As a vocalist, Frampton was never first-class. His voice lacks the range and depth of the great singers, but it’s a pleasant instrument all the same, warm and amiable. He does the best he can with it, wringing a lot of expressiveness and variety of tone out of what seem to be limited pipes. His persona onstage, likewise, was always good-natured and unassuming, yet puckish and charming, as he was capable of projecting a sense of intimate engagement with his audience.
Frampton’s songwriting has also been one of his strengths. He’s capable of writing poignant ballads, catchy pop, and light rockers, the variety of his output making him (at one time) radio-friendly. The songwriting on the new record, however, fails him. Most of Thank You Mr. Churchill is fairly tedious, and repeated listenings don’t bring it much to life. The title cut, for instance, finds Frampton in a ruminative mood and in a voice that sounds distinctly lived-in, calling to mind Paul McCartney’s comparably quirky “Mr. Bellamy”. The song shifts gears quickly, as the chorus moves to clear, power-pop chordage, an indicator of things to come, and his soloing sounds exuberant here, as everywhere.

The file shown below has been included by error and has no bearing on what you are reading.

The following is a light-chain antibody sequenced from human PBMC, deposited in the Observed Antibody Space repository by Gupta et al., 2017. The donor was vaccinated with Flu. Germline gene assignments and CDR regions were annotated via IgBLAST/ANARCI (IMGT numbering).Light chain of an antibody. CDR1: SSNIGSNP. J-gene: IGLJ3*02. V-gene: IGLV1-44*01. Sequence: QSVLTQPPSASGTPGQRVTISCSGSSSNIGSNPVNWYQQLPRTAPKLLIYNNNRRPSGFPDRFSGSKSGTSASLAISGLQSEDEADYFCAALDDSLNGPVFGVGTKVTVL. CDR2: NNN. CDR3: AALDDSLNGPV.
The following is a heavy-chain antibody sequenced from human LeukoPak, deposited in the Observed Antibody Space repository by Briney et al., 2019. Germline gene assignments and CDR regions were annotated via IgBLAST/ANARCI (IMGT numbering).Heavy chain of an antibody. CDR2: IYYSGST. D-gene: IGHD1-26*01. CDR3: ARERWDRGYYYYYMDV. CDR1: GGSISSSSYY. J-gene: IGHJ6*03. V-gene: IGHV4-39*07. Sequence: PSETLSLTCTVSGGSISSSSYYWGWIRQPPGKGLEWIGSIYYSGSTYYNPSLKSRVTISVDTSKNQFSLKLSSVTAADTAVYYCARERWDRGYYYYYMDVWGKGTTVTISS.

What’s noticeable on first listen to the new album is that it’s absent any real ballads, except the final song, “Black Ice”, which is more of a dirge than a ballad. It’s intended to be touching, but to ears benumbed by the record’s first ten songs, it will likely be simply boring. Everything else on the record is quite heavy. Pete likes it loud, and his guitar tone is big and wide from coast to coast; he’s rarely played with such frenzied passion on the one hand, yet technical precision on the other.